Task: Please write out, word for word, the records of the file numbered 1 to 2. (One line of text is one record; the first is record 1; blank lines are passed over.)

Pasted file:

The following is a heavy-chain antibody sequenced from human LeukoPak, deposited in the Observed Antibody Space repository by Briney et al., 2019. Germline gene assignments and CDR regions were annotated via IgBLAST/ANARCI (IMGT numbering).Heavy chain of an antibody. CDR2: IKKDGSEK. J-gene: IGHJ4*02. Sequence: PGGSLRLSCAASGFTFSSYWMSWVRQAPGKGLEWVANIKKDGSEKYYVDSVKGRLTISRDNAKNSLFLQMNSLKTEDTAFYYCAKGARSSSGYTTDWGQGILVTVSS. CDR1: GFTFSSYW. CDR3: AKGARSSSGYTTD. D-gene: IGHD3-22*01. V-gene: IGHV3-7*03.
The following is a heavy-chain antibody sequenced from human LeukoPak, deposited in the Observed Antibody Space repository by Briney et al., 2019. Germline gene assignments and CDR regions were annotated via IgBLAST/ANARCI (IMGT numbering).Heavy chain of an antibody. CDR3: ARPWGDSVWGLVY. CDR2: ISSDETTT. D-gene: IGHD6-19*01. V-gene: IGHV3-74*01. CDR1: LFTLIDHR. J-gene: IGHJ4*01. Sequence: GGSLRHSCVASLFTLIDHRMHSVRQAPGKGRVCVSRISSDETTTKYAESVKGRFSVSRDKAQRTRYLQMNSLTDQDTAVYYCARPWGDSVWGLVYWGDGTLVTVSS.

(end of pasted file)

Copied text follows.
The following is a heavy-chain antibody sequenced from human LeukoPak, deposited in the Observed Antibody Space repository by Briney et al., 2019. Germline gene assignments and CDR regions were annotated via IgBLAST/ANARCI (IMGT numbering).Heavy chain of an antibody. CDR2: IKKDGSEK. J-gene: IGHJ4*02. Sequence: PGGSLRLSCAASGFTFSSYWMSWVRQAPGKGLEWVANIKKDGSEKYYVDSVKGRLTISRDNAKNSLFLQMNSLKTEDTAFYYCAKGARSSSGYTTDWGQGILVTVSS. CDR1: GFTFSSYW. CDR3: AKGARSSSGYTTD. D-gene: IGHD3-22*01. V-gene: IGHV3-7*03.
The following is a heavy-chain antibody sequenced from human LeukoPak, deposited in the Observed Antibody Space repository by Briney et al., 2019. Germline gene assignments and CDR regions were annotated via IgBLAST/ANARCI (IMGT numbering).Heavy chain of an antibody. CDR3: ARPWGDSVWGLVY. CDR2: ISSDETTT. D-gene: IGHD6-19*01. V-gene: IGHV3-74*01. CDR1: LFTLIDHR. J-gene: IGHJ4*01. Sequence: GGSLRHSCVASLFTLIDHRMHSVRQAPGKGRVCVSRISSDETTTKYAESVKGRFSVSRDKAQRTRYLQMNSLTDQDTAVYYCARPWGDSVWGLVYWGDGTLVTVSS.